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Over 33,000 Fully Grown Trees Under Threat In UP As Ministry Approves Kanwar Route Project

Environmental activists have expressed concerns about the irreversible climate change cutting of trees will cause and the detrimental impact it will have on people especially as much of North India remains in the grip of severe heat waves

Representative Image/Getty Images
Kanwar Yatra Photo: Representative Image/Getty Images
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Over 33,000 fully grown trees are to be cut in Uttar Pradesh’s Muzaffarnagar, Ghaziabad and Meerut to give way for a separate 111km corridor for Kanwariyas, the UP government has informed the National Green Tribunal (NGT). 

The Union Ministry of Environment, Forest and Climate Change has permitted the state government to cut down 1.1 lakh trees and plants for the project in the three districts, according to media reports. The NGT has taken suo moto cognisance of the order and the panel comprising NGT chairperson Prakash Srivastava, Arun Kumar Tyagi and expert member A Senthil Vel, has sought more details on the matter.

The Kanwar route was proposed in 2018 as an alternative to the usual route through Western UP and Uttarakhand, which often became "very crowded" and disrupted daily traffic flow, as per the UP government.

The Yatra is an annual pilgrimage undertaken by millions of Hindu devotees during the Hindu month of Shravan, where the pilgrims travel to collect sacred water from the river Ganga which they then carry back to their local Shiva temples to perform rituals and offer it to the deity Shiva.

The state government told NGT, “This route is included in the ‘very crowded’ category for common people and devotees. A total of 54 villages in three districts of Muzaffarnagar, Meerut and Ghaziabad fall on this route. There is a lot of disruption to traffic movement during the month of Shravan,” according to a TOI report.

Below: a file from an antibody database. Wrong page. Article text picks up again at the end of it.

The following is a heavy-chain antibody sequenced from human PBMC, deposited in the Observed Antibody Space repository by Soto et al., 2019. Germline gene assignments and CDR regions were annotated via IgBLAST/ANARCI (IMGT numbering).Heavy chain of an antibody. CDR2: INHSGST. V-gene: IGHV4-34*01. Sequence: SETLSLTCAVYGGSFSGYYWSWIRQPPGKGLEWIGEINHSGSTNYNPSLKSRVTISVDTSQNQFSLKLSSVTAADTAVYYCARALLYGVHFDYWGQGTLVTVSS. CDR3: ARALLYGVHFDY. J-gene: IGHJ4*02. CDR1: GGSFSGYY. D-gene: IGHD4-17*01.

Several environmental activists and organisations have called out the UP government and expressed their concerns about the irreversible climate change the cutting of trees will cause and the detrimental impact it will have on people especially as much of North India remains in the grip of severe heat waves.

Jhatkaa.org, a digital advocacy organisation, started a petition to ‘Save 33,000 trees in Uttar Pradesh’ with over 11,000 signatures received so far. Its Associate Campaigns Director Roshan Kedar said, “There is a consensus among the public that this is not a very good decision by the government.”

“We run digital petitions on issues regarding climate change and there are multiple issues we work in but one of them is definitely deforestation…everytime there is an issue like this, we try to see what is the perception of public on this,” he said.

Kedar believes the impact of such large-scale cutting of trees would be detrimental not just for the environment but also for the kanwariyas for whom the corridor is being built. “If lakhs of people are going to walk on this for the Yatra, they are the first ones who will suffer because of this massive tree cutting. It’s not just tree cutting itself which will be problematic, but then there will be a massive concretisation because of the widening of the road and additional concretisation will aggregate the whole urban heat island effect as most of the North Indian cities are facing heat waves because of the urban heat island problem.”

A PWD official told TOI, the compensatory afforestation would take place in Lalitpur district, hundreds of kilometres away from the deforestation site. 

Roshan Kedar says planting the trees somewhere else would highly impact local temperatures.